192-bit or 256-bit
Posted 23 November 2012 - 08:28 AM
I appreciate the help.
Posted 23 November 2012 - 09:24 AM
Posted 23 November 2012 - 12:17 PM Edited by shoumic, 23 November 2012 - 12:33 PM.
I would spend the extra $80 because im already spending like $300, why not a little more?
Posted 23 November 2012 - 12:33 PM
Posted 23 November 2012 - 02:27 PM
Posted 23 November 2012 - 08:40 PM
The only reason why I want to purchase a graphics card now is because I'm not going to have the funds to because I like to call this season "the spending season" because for some reason, I'm always ending up empty-pocketed by the end of the year. Any suggestions on how it's going to truly affect my performance in the later years?
Posted 24 November 2012 - 12:30 PM Edited by shoumic, 24 November 2012 - 12:33 PM.
Picked this up from a website.
| So will memory bandwidth amount to any real differences in video game performance? Most PC gamers have a PCI-Express 2.0 compatible motherboard inside their computer system, although the most recent motherboards and all of NVIDIA's GeForce GTX 600-series feature PCI-Express 3.0 compliance. Additionally, nearly all high-performance video cards feature at least 256-bit memory bandwidth or better (such as 384-bit with some AMD Radeon HD 7000-series graphics cards). However, most testing with these high-end graphics cards has shown little indication that bottlenecks actually occur at the PCI-Express level, even while playing the most demanding DirectX 11 video games. It's more likely that a bandwidth bottleneck might occur at the video card's memory subsystem, where the GPU may be capable of sending more information than the video frame buffer can accept. We discovered some evidence of this in our recent testing on the ultra-overclocked ASUS GeForce GTX 660Ti DirectCU-II TOP, which maintained performance levels with a stock GTX 670 in all but the most demanding video games that featured large maps or virtual worlds.|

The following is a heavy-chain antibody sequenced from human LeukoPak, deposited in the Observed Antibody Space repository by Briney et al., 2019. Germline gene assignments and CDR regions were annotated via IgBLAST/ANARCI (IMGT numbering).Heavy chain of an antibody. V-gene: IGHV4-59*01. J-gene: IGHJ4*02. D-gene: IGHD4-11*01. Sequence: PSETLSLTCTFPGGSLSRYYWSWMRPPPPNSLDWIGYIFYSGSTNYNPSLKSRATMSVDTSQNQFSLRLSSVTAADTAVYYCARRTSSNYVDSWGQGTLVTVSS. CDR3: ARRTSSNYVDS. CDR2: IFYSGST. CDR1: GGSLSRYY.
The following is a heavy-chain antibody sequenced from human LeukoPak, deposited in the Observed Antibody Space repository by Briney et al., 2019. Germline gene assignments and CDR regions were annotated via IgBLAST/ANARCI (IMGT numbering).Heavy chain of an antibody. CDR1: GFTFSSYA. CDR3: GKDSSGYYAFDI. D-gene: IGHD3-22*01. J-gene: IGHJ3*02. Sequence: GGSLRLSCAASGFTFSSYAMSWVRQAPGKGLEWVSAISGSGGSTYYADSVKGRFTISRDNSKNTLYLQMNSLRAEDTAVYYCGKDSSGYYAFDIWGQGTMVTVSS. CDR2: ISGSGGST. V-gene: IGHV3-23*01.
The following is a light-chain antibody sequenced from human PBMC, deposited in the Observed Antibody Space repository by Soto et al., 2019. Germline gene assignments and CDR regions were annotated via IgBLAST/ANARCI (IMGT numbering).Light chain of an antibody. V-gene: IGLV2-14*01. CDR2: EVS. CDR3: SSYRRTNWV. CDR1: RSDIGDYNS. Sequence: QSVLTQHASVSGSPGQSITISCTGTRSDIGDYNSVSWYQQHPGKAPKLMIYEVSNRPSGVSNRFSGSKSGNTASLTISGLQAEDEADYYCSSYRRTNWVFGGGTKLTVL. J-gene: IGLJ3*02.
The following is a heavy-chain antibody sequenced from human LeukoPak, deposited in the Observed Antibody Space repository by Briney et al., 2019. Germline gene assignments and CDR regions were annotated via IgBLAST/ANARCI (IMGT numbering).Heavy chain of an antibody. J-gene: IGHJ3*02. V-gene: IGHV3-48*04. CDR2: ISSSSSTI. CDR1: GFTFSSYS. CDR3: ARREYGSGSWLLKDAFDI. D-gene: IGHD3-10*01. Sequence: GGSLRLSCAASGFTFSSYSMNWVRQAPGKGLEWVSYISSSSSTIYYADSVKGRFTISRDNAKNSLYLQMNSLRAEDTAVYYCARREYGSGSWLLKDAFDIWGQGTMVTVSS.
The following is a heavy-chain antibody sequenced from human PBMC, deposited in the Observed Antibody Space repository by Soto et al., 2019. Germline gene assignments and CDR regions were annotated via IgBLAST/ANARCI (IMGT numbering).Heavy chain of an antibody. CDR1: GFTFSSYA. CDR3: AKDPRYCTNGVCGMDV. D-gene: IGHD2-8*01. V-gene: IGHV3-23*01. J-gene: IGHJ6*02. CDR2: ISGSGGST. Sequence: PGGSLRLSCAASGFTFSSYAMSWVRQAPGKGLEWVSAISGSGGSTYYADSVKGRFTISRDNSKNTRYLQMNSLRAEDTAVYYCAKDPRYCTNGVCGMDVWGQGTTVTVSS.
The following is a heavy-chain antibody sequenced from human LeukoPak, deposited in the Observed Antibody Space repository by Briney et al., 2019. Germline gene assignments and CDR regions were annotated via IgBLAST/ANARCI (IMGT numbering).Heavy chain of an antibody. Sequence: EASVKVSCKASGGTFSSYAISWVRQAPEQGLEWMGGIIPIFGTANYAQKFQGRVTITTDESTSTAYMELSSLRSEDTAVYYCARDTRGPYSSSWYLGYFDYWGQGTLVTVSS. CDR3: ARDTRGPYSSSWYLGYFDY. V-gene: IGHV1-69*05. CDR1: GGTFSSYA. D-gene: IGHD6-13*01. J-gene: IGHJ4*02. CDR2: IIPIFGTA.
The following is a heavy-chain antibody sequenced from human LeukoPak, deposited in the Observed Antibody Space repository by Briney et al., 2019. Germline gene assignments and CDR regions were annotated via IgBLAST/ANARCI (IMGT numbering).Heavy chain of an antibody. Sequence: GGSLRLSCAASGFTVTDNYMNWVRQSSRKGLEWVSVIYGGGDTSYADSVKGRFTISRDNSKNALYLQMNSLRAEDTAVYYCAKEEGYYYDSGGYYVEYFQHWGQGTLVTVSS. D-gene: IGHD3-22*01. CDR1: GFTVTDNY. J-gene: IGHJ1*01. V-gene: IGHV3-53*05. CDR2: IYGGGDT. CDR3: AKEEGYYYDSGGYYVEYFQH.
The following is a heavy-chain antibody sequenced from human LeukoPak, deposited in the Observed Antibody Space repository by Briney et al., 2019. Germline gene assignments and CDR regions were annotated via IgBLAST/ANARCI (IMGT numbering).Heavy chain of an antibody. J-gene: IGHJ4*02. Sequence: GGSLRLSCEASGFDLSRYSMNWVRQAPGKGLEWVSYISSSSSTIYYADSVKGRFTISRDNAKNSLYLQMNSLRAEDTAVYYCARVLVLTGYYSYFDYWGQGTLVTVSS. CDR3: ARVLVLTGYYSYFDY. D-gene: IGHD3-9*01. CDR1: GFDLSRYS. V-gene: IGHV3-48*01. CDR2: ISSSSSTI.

Obviously the GPU plays the star role in creating a bottleneck, and while less powerful processors lack the raw number of transactions to saturate the memory subsystem this isn't so difficult with powerful Kepler-based GeForce GTX 600-series products. Because there are times when GeForce GTX 660 Ti's 192-bit memory bandwidth can become bottlenecked, what would happen if we split demand between two cards connected together into an SLI set? In theory, by combining two graphics cards together with SLI technology we're essentially doubling the memory bandwidth available to standard workloads. Given that 256-bit memory configurations suffer very few bandwidth bottlenecks while 192-bit can have occasional limitations, it seems plausible. Furthermore, the results could really help gamers decide on creating an SLI set of either GTX 660 Ti or GTX 670 graphics cards.
Since the GTX 660i is already bottlenecked now, it will struggle more later. Making it less futureproof.
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